Kovachev said Bulgaria is popular in Japan for such traditional products as yoghurt, wine, and rose oil but Japanese companies should also invest in other sectors of the Bulgarian economy, such as electronics, mechanical engineering, auto-making, the IT industry, energy and tourism.
Okonogi praised Bulgaria for its choice of exhibits for World Expo 2005 in Aichi: honey, yoghurt, wine, herbs, mineral water and rose industry products. He recalled that after the 1970 World Expo in Osaka, Bulgarian yoghurt entered the Japanese market.
Kovachev also conducted talks with Hiromasa Yonekura, chairman of the Committee on Europe at the Japan Business Federation (Nippon Keidanren). During the meeting it was announced that a delegation of Keidanren members operating in the chemical industry, the IT sector, mechanical engineering and tourism would visit Bulgaria in May.
The Bulgaria Invest Agency in Sofia and JETRO will organise a visit by Japanese businesspersons to Bulgaria within the coming months.

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Sofia and Prague push for better tourism ties

Bulgaria and the Czech Republic are expected to sign an agreement for cooperation in the tourism sector by the end of May, Bulgarian Deputy Economy Minister, Dimiter Hadhinkolov, said recently. Hadjinikolov also met Ivana Hanacikova, director of tourism at the Czech Ministry of Regional Development in Prague.
It was also decided by both countries that a Bulgairan-Czech working meeting would also be held at the end of May to exchange know-how on the use of European Union structural funds and the drawing up of projects in tourism.
The Czech Republic has traditionally been a serious market for Bulgarian tourism. The number of Czech tourists to Bulgaria has consistently grown in the last three years and is projected to increase by 30 per cent this year, Czech tour operators told Hadjinikolov over a working breakfast at the Bulgarian embassy in Prague, which was also attended by the Executive Director of Bulgaria's Tourism Agency, Bisser Yalumov.
In 2004 Bulgaria was visited by 102,000 Czech tourists, up 30.17 per cent on the previous year. Bulgaria is regaining its position as a popular destination preferred by Czech holiday-makers. The sides decided that at the Prague exhibition in 2006 Bulgaria would double the area of its section.
Bulgarian Ambassador Martin Tomov claimed that his country is emerging as the second most important Balkan partner to the Czech Republic after Turkey, surpassing Croatia, Romania and Greece. Major Czech tour operators, including Cedok and Alexandria, plan to invest heavily in the Bulgarian summer resorts Primorsko and Tsarevo. It was reported that this year 15 Czech tour operators are to promote country's top destinations.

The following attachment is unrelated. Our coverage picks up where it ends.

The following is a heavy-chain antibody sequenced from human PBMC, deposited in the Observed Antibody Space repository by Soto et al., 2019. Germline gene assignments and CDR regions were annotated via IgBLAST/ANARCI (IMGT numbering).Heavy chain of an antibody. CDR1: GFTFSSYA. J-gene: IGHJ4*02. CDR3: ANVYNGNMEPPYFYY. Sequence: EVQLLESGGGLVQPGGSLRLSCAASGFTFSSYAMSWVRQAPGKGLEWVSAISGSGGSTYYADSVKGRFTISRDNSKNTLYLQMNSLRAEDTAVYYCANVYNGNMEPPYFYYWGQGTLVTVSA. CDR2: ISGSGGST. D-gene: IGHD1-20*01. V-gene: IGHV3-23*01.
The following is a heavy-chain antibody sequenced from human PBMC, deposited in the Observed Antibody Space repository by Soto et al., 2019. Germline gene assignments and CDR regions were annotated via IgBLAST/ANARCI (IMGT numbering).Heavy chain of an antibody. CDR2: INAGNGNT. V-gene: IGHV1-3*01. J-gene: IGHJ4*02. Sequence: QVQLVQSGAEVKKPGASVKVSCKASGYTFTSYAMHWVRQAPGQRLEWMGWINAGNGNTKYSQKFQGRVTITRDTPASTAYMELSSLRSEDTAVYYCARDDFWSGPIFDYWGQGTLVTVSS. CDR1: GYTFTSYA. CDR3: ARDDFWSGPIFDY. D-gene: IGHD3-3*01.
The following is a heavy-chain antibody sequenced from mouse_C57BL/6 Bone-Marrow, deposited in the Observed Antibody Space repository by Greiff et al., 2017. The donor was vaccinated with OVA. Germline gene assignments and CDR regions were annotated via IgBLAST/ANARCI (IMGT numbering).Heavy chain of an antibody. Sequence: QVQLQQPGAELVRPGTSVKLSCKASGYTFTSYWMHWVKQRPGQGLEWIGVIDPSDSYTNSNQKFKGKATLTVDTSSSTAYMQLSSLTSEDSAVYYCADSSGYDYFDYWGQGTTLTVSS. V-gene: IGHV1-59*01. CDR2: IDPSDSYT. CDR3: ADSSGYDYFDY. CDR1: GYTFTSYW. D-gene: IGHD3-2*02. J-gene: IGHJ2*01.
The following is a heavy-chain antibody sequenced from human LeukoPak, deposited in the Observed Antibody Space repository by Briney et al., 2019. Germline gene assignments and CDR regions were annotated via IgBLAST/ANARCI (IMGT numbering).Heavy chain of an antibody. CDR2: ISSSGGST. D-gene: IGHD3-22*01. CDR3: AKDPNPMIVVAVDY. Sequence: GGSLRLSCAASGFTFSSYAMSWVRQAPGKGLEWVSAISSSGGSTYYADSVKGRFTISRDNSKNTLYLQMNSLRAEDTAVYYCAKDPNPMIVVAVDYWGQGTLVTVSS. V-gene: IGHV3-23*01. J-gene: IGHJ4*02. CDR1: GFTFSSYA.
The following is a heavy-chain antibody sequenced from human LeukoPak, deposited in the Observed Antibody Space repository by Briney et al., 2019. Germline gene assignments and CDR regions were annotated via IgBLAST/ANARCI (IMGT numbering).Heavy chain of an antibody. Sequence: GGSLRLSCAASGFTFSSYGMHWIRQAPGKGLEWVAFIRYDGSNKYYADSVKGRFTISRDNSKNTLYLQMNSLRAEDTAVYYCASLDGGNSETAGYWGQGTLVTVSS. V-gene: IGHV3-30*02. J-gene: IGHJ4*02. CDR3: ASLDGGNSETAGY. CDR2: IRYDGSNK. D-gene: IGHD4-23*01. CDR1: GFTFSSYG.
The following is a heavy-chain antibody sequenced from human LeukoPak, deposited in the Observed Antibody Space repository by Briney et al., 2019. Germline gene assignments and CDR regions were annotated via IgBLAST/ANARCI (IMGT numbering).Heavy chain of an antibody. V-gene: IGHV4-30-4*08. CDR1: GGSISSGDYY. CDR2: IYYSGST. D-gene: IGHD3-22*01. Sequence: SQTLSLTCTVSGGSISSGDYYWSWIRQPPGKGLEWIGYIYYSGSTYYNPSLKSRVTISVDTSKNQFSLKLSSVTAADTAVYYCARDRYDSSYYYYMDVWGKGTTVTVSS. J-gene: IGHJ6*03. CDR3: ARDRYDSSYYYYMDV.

Bulgaria also participated for the seventh time in the international tourism expo Holiday World, in February, in the Czech Republic's capital. Holiday World has been known as one of the best tourism events in Central Europe for image presentation of destination, reports said.
Bulgaria would be presented by Nessebar municipality, the national flag carrier Bulgaria Air, Sunny Beach Union of Owners, Albena, Astral Holidays and the Czech tour operators Alexandria and Vicomte.

Tourism agencies to lure more Germans to Bulgaria

Bulgarian tourist agents expect the annual flow of German tourists to Bulgaria to increase by 5% this year, Bulgarian Deputy economy Minister, Dimiter Hadhinkolov, said, the Bulgarian News Agency reported.
This matter was discussed at the Bulgarian embassy in Berlin in the light of the International Tourism Exchange (ITB) which opened in the German capital on March 11th.
Hadhinkolov said his country is implementing a new policy to encourage Germans to continue visiting Bulgaria in large numbers, as in 2004. The head of the Federal Association of the German Tourism Industry (BTW), Klaus Laepple, recently announced that construction work at Bulgarian Black Sea resorts may lead to inconveniences which can be a cause of decline in German bookings.
Chilova met with the Bulgarian Ambassador in Berlin, Meglena Plougchieva, to discuss the planned move of the Bulgarian Cultural Institute into the embassy premises. After the meeting, Plougchieva said the move would allow the Bulgarian authorities to save on rents, which will make more money available for cultural activities. Chilova said an initiative is being considered to appoint tourist attachés to work at Bulgarian cultural centres abroad. ITB Berlin projects a modern image of Bulgaria as the country is advertised as a year-round tourist destination offering a full range of holiday services, said Tourism Agency Director, Bisser Yalumov.
There are also plans to set up call-centres at Bulgarian cultural offices abroad to provide tourist information about Bulgaria.